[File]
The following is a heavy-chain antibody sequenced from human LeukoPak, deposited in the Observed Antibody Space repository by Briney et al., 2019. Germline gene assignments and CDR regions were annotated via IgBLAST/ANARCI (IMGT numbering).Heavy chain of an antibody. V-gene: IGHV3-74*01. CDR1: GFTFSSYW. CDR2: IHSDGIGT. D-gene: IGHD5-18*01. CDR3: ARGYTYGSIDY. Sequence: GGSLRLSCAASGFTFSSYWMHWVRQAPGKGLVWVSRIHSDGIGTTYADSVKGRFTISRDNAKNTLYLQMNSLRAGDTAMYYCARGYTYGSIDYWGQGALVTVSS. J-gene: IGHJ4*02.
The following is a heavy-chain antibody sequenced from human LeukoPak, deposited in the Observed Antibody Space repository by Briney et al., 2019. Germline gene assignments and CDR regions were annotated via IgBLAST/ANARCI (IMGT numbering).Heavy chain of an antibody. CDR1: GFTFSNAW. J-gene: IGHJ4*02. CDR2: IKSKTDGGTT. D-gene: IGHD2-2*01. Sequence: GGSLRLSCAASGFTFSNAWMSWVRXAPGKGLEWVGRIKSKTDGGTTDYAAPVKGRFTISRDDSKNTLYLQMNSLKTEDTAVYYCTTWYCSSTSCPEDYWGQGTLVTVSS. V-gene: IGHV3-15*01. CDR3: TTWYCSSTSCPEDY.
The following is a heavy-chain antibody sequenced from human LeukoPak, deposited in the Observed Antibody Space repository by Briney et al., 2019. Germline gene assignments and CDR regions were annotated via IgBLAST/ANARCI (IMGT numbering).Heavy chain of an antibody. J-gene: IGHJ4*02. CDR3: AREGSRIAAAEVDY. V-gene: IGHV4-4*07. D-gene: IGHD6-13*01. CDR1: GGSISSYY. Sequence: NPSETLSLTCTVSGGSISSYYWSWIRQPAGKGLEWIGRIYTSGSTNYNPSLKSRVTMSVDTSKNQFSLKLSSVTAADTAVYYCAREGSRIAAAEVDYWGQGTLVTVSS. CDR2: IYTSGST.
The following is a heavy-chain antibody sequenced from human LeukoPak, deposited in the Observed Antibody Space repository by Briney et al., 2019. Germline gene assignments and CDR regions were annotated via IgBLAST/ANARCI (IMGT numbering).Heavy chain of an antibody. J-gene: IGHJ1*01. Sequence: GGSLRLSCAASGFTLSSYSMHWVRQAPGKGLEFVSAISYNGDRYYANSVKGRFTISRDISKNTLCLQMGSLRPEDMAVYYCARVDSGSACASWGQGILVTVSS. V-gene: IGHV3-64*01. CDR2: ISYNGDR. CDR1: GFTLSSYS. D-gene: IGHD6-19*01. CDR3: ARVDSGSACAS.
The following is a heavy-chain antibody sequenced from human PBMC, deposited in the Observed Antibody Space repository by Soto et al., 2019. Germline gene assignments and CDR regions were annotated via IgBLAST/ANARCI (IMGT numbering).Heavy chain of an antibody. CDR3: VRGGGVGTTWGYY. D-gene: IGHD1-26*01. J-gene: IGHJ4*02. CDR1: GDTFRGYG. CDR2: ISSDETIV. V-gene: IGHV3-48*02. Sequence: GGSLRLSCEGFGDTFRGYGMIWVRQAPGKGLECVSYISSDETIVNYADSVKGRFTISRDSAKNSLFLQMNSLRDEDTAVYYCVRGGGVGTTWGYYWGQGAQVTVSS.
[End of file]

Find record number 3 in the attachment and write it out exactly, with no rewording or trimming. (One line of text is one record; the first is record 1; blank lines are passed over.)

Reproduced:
The following is a heavy-chain antibody sequenced from human LeukoPak, deposited in the Observed Antibody Space repository by Briney et al., 2019. Germline gene assignments and CDR regions were annotated via IgBLAST/ANARCI (IMGT numbering).Heavy chain of an antibody. J-gene: IGHJ4*02. CDR3: AREGSRIAAAEVDY. V-gene: IGHV4-4*07. D-gene: IGHD6-13*01. CDR1: GGSISSYY. Sequence: NPSETLSLTCTVSGGSISSYYWSWIRQPAGKGLEWIGRIYTSGSTNYNPSLKSRVTMSVDTSKNQFSLKLSSVTAADTAVYYCAREGSRIAAAEVDYWGQGTLVTVSS. CDR2: IYTSGST.